Here is the WMS link:
If you have a decent web connection it is fairly straightforward to fire it up in ERDAS IMAGINE using the same workflow I walked through here. If you're prompted for a resolution or GSD, you can use 0.127 meters (this may happen if you have 9.2 SP1 loaded). Here's the entire project area loaded up in a viewer:
Since the imagery was flown relatively recently (late summer '07, I believe it was around August), it is quite a bit more recent then imagery in Google Earth or Virtual Earth. Check out the area just north of the Staples Center:
Google Earth (credits to Sanborn):No construction in the parking lot to the north of the Staples Center.
Virtual Earth (credits to USGS):Construction has started, mainly digging.
RCD105 WMS:Construction not yet complete, but buildings have started.
It is interesting to see the sequenced development over time. Which brings me to an enhancement request I've seen several times out there: Google Earth and Virtual Earth should really think about including the "date of image capture" as a displayable layer (or some other means). Right now it seems like guesswork to find out when an area was actually collected. This is "kind of" in version 4.3 of Google Earth - the dates of some images are displayed in the status bar, but not all (I think only satellite image collection dates are displayed). Since Sanborn is largely an aerial provider, there are no dates on their downtown LA imagery.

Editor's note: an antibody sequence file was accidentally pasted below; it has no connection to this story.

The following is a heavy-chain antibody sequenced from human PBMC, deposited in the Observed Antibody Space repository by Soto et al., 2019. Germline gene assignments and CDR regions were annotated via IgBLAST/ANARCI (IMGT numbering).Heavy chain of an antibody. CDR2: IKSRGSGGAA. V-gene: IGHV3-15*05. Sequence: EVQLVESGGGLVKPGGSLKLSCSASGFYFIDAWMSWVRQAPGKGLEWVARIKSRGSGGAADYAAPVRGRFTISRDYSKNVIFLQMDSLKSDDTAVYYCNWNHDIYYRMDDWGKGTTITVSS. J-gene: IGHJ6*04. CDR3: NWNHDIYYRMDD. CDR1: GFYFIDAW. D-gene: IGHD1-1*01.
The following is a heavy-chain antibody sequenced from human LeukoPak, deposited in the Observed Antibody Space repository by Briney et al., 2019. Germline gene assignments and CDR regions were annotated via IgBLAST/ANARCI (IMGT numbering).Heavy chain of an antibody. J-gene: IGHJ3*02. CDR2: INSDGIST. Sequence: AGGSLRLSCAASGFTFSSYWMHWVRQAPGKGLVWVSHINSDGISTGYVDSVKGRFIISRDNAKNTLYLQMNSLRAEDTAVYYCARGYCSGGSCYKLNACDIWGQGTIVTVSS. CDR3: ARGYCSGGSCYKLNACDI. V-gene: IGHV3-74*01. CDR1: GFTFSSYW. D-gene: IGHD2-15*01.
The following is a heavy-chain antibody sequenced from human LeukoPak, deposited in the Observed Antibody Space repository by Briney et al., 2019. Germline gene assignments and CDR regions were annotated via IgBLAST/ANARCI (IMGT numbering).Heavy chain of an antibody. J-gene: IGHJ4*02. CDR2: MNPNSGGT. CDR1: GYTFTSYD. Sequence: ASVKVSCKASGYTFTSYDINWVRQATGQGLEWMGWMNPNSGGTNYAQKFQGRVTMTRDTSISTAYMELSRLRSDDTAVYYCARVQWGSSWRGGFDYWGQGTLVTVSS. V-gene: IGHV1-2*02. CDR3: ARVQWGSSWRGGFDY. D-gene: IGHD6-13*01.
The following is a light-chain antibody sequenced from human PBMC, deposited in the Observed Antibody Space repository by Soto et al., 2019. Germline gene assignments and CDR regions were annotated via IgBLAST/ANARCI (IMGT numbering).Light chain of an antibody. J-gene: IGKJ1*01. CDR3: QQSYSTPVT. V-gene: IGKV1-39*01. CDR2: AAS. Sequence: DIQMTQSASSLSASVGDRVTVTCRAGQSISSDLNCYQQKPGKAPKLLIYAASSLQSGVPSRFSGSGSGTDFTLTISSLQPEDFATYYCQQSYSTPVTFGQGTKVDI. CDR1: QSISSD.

One of the interesting things I've noticed about the LA datasets in both Google Earth and Virtual Earth is that both seems to take the "high brightness, high contrast" approach to radiometric processing. This is good for making a pretty, visually appealing image, but tends to blow out some image detail in "light" areas (e.g. white and light colored areas). Here's and example from Google Earth (also downtown LA):
You can see that the RCD105 imagery looks quite a bit "darker", as I didn't bump up the brightness/contrast too much. It was also hazy on the day of data collection, which can also cause issues. However, keeping the brightness and contrast down allows for image details to be picked up - although I'm thinking of making a "pretty picture" version as well. Shows that radiometric adjustment is very much an art as well as a science!!
A few notes on the processing: the final orthomosaic for the project area in the RCD105 WMS was about 4.5 gigs. We used ECW compression (10:1) in IMAGINE to compress it down to a 220 megabyte ECW file, which was the final image used for the WMS layer. While is a lossy compression format, there is little visual difference between the IMG and ECW files. If you really zoom in close, it is possible to see some compression artifacts - but I suppose this is the trade off between speed and quality. For general purposes is seems like a decent method for prepping up imagery.